DARTMOUTH — U.S. Senator Elizabeth Warren continued her town hall tour of Massachusetts on Wednesday night at UMass Dartmouth.

Warren took the stage in front of a packed auditorium totaling about 350 people at the university’s Campus Center. The stop at UMass was the first of three town halls planned for the Senator this week.

Warren came out to a standing ovation following an introduction from State Representative Chris Markey. Before she began taking questions from the audience, Warren started off with a shot at President Donald Trump. “The last seven months have been like seven years, I mean what can I say,” she said as the audience erupted in laughter.

The U.S. Senator then shifted focus and moved from the President to Republican Congressmen in the ongoing healthcare battle. Warren expanded on her support of the Affordable Healthcare Act and admonished the efforts of Republicans to repeal and replace it. Warren also proclaimed victory for House and Senate Democrats for striking down the GOP’s latest healthcare bill last month.

“They [Republicans] voted to repeal the Affordable Care Act a total of 67 times. So think about where we were in November when they had the majority in the House, majority in the Senate, and they have the White House,” Warren said.  “We won the healthcare debate in this country last month,” she said.

The senator answered questions from the audience for the remainder of the event, the majority of which focused on healthcare, student loans, and the president.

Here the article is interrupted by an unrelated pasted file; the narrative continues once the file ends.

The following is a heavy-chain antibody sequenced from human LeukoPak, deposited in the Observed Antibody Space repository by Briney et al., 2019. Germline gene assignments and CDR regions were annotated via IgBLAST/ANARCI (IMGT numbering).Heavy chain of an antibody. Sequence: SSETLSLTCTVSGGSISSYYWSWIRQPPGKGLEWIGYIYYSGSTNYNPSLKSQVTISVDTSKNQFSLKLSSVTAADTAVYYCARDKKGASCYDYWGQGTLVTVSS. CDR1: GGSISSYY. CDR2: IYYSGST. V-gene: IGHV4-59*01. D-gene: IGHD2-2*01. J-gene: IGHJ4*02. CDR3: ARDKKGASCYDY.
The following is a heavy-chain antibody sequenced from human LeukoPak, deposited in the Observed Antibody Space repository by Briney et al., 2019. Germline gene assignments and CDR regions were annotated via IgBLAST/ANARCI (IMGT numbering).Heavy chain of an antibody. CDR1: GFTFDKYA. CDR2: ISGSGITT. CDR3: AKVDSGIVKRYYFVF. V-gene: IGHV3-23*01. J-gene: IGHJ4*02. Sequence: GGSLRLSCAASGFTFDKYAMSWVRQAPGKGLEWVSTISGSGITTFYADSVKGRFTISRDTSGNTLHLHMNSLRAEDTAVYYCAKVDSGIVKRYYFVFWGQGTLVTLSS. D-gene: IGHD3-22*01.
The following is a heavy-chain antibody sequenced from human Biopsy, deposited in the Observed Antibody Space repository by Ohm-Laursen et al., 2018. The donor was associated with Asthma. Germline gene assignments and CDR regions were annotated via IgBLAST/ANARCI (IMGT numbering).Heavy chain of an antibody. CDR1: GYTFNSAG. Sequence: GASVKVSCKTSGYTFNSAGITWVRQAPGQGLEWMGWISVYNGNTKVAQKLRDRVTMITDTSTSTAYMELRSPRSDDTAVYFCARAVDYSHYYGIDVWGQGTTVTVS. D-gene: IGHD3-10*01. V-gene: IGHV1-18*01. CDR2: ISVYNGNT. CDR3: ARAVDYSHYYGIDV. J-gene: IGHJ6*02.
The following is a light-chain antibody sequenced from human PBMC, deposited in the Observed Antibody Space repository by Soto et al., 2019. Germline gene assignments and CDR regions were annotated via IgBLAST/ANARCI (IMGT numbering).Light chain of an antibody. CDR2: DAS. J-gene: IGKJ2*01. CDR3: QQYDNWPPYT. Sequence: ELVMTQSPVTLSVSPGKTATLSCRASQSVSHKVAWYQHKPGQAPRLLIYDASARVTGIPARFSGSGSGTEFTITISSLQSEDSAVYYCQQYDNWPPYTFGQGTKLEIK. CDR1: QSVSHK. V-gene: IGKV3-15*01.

When asked how to battle the rising costs of attending college and the privatization of student loans, Warren blamed the student loan interest rate as well as lawmakers in Washington that are going “in the opposite direction.”

“It’s a real problem because right now in Washington, they’re heading as fast as they can in the opposite direction,” Warren said. “Job number one is oversight of what’s going on in Washington, and to just keep banging on this. Job number two is to change the student loan interest rate and to get more resources into colleges so that we can bring down the cost of college,” she said.

Warren was also asked a personal question from a curious member of the audience. She was asked to describe her motivation to join the U.S. Senate and to become the first female senator from Massachusetts.

“I was going to spend my whole life as a teacher, I really love that work. Then I started getting into what was happening to our working class families,” Warren explained. “So when I got out there and ran, one of the things I did was every time, I met a girl what I would say is, ‘Hi my name is Elizabeth, and I’m running for United States Senate, because that’s what girls do.”

Town Hall-style events are not a new thing for Warren. The Senator has hosted 10 town halls throughout the state over the course of the year. Warren continues her town hall tour tomorrow in Marshfield at the Furnace Brook Middle School. She’ll wrap up the week with a town hall event at the Concord-Carlisle Regional High School on Friday.